By Denise Dick
A Youngstown State University trustee committee has approved a resolution of support for an economic-development grant for the city.
YSU’s Center for Urban and Regional Studies is working with the city on a $219,792 grant proposal to be submitted to the Economic Development Administration of the U.S. Commerce Department.
Ron Chordas, YSU associate provost for university outreach and executive director of the Public Service Institute, said the majority of the money would be used to pay a staff member with marketing and economic- development experience. The grant would be for two years, and the university wouldn’t be obligated to continue that individual’s employment when the grant runs out.
Funding from the proposal would allow YSU to strengthen its partnership with the city and economic- development entities in order “to develop a coordinated plan to address the economic-development needs of the city,” according to background information submitted to YSU trustees’ Academic Quality and Student Success Committee.
YSU’s contribution is in-kind through three staff members spending 5 percent to 10 percent of their time on the work, Chordas said. The city’s economic-development office staff also will contribute in-kind services, working on plan.
The city’s assets will be inventoried and their usage evaluated. Those working on the plan will meet with economic-development officers in the region, address the gaps existing in how the city is functioning and develop strategies to attract and retain business in the city.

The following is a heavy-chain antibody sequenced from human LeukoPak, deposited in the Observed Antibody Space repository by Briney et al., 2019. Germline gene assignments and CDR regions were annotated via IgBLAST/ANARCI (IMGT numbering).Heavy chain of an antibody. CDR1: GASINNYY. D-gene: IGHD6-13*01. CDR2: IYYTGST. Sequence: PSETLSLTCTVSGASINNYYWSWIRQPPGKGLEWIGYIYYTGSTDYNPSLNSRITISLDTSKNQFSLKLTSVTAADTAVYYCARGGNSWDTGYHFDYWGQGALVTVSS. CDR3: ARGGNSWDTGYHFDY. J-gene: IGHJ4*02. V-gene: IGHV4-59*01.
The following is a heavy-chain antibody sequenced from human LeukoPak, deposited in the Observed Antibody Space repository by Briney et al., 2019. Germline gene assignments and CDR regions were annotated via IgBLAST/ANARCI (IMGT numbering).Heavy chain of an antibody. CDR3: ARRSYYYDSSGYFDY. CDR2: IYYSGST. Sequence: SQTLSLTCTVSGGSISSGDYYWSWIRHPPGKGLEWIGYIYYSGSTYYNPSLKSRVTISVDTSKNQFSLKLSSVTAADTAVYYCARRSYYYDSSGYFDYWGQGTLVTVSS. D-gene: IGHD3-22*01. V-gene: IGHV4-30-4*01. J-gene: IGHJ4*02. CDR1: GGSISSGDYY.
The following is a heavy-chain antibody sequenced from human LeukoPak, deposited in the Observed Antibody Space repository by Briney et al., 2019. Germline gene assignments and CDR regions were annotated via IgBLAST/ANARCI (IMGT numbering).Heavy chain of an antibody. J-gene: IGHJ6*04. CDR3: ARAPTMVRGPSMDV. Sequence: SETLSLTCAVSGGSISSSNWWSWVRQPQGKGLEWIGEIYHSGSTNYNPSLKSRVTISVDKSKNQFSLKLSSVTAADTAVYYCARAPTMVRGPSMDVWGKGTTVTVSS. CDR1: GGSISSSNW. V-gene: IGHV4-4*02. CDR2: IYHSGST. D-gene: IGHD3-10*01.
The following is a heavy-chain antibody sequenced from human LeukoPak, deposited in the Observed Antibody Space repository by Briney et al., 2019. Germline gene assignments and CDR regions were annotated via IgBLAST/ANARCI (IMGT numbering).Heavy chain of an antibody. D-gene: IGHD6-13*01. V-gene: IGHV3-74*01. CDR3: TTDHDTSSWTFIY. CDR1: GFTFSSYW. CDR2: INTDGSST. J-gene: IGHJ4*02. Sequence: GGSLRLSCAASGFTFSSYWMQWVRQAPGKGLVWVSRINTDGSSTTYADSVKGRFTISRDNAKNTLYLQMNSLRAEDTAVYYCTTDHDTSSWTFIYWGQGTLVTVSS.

“The culmination of the project will be an Economic Development Summit in which YSU will present the comprehensive strategies developed through the study to the community stakeholders,” the resolution’s summary and analysis says. “Strengthening and building upon the city/university partnership will advance the economy of the city and assure ongoing, continuing investment in the region.”
Chordas said a job description for the staff member to be hired will be developed with help from Eastgate Regional Council of Governments. The candidate should have successful economic-development and marketing experience.
“It would be nice of the board of trustees could review some of those applicants,” said Trustee Harry Meshel.
There may be some interest in continuing the position after the grant ends, he said.
Approval of support for the grant proposal also is required from city council and could come at a meeting next week.